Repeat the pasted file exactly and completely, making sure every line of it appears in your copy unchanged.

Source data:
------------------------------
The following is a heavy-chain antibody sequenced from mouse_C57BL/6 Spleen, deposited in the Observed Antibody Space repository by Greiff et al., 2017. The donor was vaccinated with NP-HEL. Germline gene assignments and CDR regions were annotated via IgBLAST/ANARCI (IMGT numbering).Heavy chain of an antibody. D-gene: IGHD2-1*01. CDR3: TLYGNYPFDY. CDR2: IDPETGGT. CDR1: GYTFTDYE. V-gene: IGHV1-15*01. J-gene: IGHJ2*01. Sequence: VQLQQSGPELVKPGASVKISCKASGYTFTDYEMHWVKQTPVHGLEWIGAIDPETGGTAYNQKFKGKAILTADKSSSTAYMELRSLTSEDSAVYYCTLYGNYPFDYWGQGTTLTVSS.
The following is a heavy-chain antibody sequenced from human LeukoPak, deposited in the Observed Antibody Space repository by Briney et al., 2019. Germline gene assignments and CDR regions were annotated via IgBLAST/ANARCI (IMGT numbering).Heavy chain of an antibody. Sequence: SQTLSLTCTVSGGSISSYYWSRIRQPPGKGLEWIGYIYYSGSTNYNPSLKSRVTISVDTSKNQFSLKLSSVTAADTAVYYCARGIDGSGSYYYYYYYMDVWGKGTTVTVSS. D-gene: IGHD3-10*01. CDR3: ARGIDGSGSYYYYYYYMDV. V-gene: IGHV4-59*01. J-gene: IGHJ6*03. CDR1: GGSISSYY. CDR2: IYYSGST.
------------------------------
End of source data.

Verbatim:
The following is a heavy-chain antibody sequenced from mouse_C57BL/6 Spleen, deposited in the Observed Antibody Space repository by Greiff et al., 2017. The donor was vaccinated with NP-HEL. Germline gene assignments and CDR regions were annotated via IgBLAST/ANARCI (IMGT numbering).Heavy chain of an antibody. D-gene: IGHD2-1*01. CDR3: TLYGNYPFDY. CDR2: IDPETGGT. CDR1: GYTFTDYE. V-gene: IGHV1-15*01. J-gene: IGHJ2*01. Sequence: VQLQQSGPELVKPGASVKISCKASGYTFTDYEMHWVKQTPVHGLEWIGAIDPETGGTAYNQKFKGKAILTADKSSSTAYMELRSLTSEDSAVYYCTLYGNYPFDYWGQGTTLTVSS.
The following is a heavy-chain antibody sequenced from human LeukoPak, deposited in the Observed Antibody Space repository by Briney et al., 2019. Germline gene assignments and CDR regions were annotated via IgBLAST/ANARCI (IMGT numbering).Heavy chain of an antibody. Sequence: SQTLSLTCTVSGGSISSYYWSRIRQPPGKGLEWIGYIYYSGSTNYNPSLKSRVTISVDTSKNQFSLKLSSVTAADTAVYYCARGIDGSGSYYYYYYYMDVWGKGTTVTVSS. D-gene: IGHD3-10*01. CDR3: ARGIDGSGSYYYYYYYMDV. V-gene: IGHV4-59*01. J-gene: IGHJ6*03. CDR1: GGSISSYY. CDR2: IYYSGST.